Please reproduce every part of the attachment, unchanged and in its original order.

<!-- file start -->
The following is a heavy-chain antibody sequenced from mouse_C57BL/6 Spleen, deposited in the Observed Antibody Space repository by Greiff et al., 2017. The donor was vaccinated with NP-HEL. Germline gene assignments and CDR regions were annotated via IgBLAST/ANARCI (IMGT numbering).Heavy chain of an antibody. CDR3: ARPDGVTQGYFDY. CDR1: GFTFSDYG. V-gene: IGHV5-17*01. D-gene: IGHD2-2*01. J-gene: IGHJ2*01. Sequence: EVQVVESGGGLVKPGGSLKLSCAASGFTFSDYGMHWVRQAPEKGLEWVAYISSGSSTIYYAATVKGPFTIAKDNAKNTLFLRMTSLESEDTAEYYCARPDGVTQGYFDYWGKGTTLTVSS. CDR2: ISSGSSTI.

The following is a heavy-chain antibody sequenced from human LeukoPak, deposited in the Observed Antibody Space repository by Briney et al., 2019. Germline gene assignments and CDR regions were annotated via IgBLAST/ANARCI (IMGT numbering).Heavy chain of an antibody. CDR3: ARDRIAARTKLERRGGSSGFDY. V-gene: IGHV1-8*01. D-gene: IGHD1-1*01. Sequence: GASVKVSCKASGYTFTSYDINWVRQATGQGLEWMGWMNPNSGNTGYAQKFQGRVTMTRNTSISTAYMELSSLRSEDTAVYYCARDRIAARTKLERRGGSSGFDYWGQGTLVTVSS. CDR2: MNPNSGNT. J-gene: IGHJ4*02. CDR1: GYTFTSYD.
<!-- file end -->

The following is a heavy-chain antibody sequenced from mouse_C57BL/6 Spleen, deposited in the Observed Antibody Space repository by Greiff et al., 2017. The donor was vaccinated with NP-HEL. Germline gene assignments and CDR regions were annotated via IgBLAST/ANARCI (IMGT numbering).Heavy chain of an antibody. CDR3: ARPDGVTQGYFDY. CDR1: GFTFSDYG. V-gene: IGHV5-17*01. D-gene: IGHD2-2*01. J-gene: IGHJ2*01. Sequence: EVQVVESGGGLVKPGGSLKLSCAASGFTFSDYGMHWVRQAPEKGLEWVAYISSGSSTIYYAATVKGPFTIAKDNAKNTLFLRMTSLESEDTAEYYCARPDGVTQGYFDYWGKGTTLTVSS. CDR2: ISSGSSTI.

The following is a heavy-chain antibody sequenced from human LeukoPak, deposited in the Observed Antibody Space repository by Briney et al., 2019. Germline gene assignments and CDR regions were annotated via IgBLAST/ANARCI (IMGT numbering).Heavy chain of an antibody. CDR3: ARDRIAARTKLERRGGSSGFDY. V-gene: IGHV1-8*01. D-gene: IGHD1-1*01. Sequence: GASVKVSCKASGYTFTSYDINWVRQATGQGLEWMGWMNPNSGNTGYAQKFQGRVTMTRNTSISTAYMELSSLRSEDTAVYYCARDRIAARTKLERRGGSSGFDYWGQGTLVTVSS. CDR2: MNPNSGNT. J-gene: IGHJ4*02. CDR1: GYTFTSYD.